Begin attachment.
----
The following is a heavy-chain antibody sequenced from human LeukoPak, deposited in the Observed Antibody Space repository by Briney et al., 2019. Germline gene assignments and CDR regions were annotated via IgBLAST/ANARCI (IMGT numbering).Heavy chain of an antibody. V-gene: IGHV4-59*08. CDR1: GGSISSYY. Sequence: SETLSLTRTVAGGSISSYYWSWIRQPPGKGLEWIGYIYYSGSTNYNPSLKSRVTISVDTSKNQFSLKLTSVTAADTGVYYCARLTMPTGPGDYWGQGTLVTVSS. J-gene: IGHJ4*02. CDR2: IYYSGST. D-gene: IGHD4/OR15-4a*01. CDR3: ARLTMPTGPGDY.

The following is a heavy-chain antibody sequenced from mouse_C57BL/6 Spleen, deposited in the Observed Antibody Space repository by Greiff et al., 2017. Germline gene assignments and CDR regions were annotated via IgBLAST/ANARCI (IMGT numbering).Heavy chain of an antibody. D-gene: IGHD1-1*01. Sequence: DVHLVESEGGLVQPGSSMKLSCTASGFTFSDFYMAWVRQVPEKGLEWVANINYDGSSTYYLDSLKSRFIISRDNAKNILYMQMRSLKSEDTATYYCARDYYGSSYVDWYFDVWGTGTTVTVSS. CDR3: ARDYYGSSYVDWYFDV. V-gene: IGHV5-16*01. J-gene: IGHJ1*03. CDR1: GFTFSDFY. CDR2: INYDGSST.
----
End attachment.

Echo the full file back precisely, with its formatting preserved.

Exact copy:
The following is a heavy-chain antibody sequenced from human LeukoPak, deposited in the Observed Antibody Space repository by Briney et al., 2019. Germline gene assignments and CDR regions were annotated via IgBLAST/ANARCI (IMGT numbering).Heavy chain of an antibody. V-gene: IGHV4-59*08. CDR1: GGSISSYY. Sequence: SETLSLTRTVAGGSISSYYWSWIRQPPGKGLEWIGYIYYSGSTNYNPSLKSRVTISVDTSKNQFSLKLTSVTAADTGVYYCARLTMPTGPGDYWGQGTLVTVSS. J-gene: IGHJ4*02. CDR2: IYYSGST. D-gene: IGHD4/OR15-4a*01. CDR3: ARLTMPTGPGDY.

The following is a heavy-chain antibody sequenced from mouse_C57BL/6 Spleen, deposited in the Observed Antibody Space repository by Greiff et al., 2017. Germline gene assignments and CDR regions were annotated via IgBLAST/ANARCI (IMGT numbering).Heavy chain of an antibody. D-gene: IGHD1-1*01. Sequence: DVHLVESEGGLVQPGSSMKLSCTASGFTFSDFYMAWVRQVPEKGLEWVANINYDGSSTYYLDSLKSRFIISRDNAKNILYMQMRSLKSEDTATYYCARDYYGSSYVDWYFDVWGTGTTVTVSS. CDR3: ARDYYGSSYVDWYFDV. V-gene: IGHV5-16*01. J-gene: IGHJ1*03. CDR1: GFTFSDFY. CDR2: INYDGSST.